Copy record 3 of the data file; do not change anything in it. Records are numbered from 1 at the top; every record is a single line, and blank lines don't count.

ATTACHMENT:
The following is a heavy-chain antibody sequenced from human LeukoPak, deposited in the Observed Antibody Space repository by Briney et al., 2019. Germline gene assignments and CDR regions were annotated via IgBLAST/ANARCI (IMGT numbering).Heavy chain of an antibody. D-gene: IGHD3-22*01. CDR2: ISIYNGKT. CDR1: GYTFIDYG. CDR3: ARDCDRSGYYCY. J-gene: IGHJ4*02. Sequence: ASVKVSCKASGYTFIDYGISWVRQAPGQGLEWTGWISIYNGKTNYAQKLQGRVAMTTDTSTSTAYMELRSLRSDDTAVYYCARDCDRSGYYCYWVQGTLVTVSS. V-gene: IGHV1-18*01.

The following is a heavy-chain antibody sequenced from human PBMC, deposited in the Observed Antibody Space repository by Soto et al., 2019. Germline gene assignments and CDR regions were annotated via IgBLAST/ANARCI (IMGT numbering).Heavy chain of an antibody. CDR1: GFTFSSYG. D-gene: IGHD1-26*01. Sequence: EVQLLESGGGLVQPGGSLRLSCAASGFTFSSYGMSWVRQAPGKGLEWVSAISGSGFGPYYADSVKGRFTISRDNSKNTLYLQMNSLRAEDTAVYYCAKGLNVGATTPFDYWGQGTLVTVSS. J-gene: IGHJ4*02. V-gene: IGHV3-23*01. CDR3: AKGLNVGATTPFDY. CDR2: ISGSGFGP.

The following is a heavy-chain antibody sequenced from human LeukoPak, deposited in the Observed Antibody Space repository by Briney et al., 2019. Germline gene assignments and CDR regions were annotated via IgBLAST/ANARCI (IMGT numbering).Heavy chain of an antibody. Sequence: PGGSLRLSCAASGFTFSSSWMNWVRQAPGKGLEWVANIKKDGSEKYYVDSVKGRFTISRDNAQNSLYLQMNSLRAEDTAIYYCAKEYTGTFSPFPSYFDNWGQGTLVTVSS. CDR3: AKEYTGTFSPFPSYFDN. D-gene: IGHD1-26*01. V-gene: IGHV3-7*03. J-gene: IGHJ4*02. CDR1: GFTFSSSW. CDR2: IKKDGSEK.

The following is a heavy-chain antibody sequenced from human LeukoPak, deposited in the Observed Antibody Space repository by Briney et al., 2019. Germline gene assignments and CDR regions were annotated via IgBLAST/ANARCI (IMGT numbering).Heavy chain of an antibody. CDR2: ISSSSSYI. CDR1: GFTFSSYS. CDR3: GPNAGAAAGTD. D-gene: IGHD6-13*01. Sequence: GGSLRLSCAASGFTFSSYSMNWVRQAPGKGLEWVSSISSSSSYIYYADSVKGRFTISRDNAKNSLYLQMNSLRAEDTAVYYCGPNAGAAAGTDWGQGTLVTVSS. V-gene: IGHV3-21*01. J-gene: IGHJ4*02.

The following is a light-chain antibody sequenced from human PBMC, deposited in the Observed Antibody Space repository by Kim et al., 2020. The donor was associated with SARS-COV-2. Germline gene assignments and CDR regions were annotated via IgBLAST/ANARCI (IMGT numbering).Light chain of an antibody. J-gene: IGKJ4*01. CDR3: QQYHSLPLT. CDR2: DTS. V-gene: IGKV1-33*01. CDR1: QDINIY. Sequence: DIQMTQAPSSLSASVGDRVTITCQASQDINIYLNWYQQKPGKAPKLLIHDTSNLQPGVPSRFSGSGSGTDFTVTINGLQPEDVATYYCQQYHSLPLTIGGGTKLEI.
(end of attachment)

The following is a heavy-chain antibody sequenced from human LeukoPak, deposited in the Observed Antibody Space repository by Briney et al., 2019. Germline gene assignments and CDR regions were annotated via IgBLAST/ANARCI (IMGT numbering).Heavy chain of an antibody. Sequence: PGGSLRLSCAASGFTFSSSWMNWVRQAPGKGLEWVANIKKDGSEKYYVDSVKGRFTISRDNAQNSLYLQMNSLRAEDTAIYYCAKEYTGTFSPFPSYFDNWGQGTLVTVSS. CDR3: AKEYTGTFSPFPSYFDN. D-gene: IGHD1-26*01. V-gene: IGHV3-7*03. J-gene: IGHJ4*02. CDR1: GFTFSSSW. CDR2: IKKDGSEK.